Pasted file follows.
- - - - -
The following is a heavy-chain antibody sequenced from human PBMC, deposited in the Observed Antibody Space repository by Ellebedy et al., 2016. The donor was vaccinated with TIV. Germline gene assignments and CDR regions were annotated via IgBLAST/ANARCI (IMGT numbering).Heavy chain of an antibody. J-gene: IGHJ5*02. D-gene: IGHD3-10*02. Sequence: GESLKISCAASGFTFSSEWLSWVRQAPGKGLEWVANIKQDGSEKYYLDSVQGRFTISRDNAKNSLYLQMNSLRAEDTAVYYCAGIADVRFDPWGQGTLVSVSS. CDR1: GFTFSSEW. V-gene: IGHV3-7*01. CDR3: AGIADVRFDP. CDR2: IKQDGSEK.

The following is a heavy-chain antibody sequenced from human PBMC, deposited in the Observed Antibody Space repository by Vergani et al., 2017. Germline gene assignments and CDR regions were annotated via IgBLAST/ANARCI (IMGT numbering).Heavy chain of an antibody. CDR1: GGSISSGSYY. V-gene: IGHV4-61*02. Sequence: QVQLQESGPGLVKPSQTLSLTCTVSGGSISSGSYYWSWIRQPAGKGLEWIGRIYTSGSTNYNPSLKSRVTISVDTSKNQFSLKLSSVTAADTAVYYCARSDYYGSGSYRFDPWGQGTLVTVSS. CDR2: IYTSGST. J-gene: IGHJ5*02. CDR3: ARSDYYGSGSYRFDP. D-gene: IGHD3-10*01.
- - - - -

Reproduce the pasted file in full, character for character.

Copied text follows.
The following is a heavy-chain antibody sequenced from human PBMC, deposited in the Observed Antibody Space repository by Ellebedy et al., 2016. The donor was vaccinated with TIV. Germline gene assignments and CDR regions were annotated via IgBLAST/ANARCI (IMGT numbering).Heavy chain of an antibody. J-gene: IGHJ5*02. D-gene: IGHD3-10*02. Sequence: GESLKISCAASGFTFSSEWLSWVRQAPGKGLEWVANIKQDGSEKYYLDSVQGRFTISRDNAKNSLYLQMNSLRAEDTAVYYCAGIADVRFDPWGQGTLVSVSS. CDR1: GFTFSSEW. V-gene: IGHV3-7*01. CDR3: AGIADVRFDP. CDR2: IKQDGSEK.

The following is a heavy-chain antibody sequenced from human PBMC, deposited in the Observed Antibody Space repository by Vergani et al., 2017. Germline gene assignments and CDR regions were annotated via IgBLAST/ANARCI (IMGT numbering).Heavy chain of an antibody. CDR1: GGSISSGSYY. V-gene: IGHV4-61*02. Sequence: QVQLQESGPGLVKPSQTLSLTCTVSGGSISSGSYYWSWIRQPAGKGLEWIGRIYTSGSTNYNPSLKSRVTISVDTSKNQFSLKLSSVTAADTAVYYCARSDYYGSGSYRFDPWGQGTLVTVSS. CDR2: IYTSGST. J-gene: IGHJ5*02. CDR3: ARSDYYGSGSYRFDP. D-gene: IGHD3-10*01.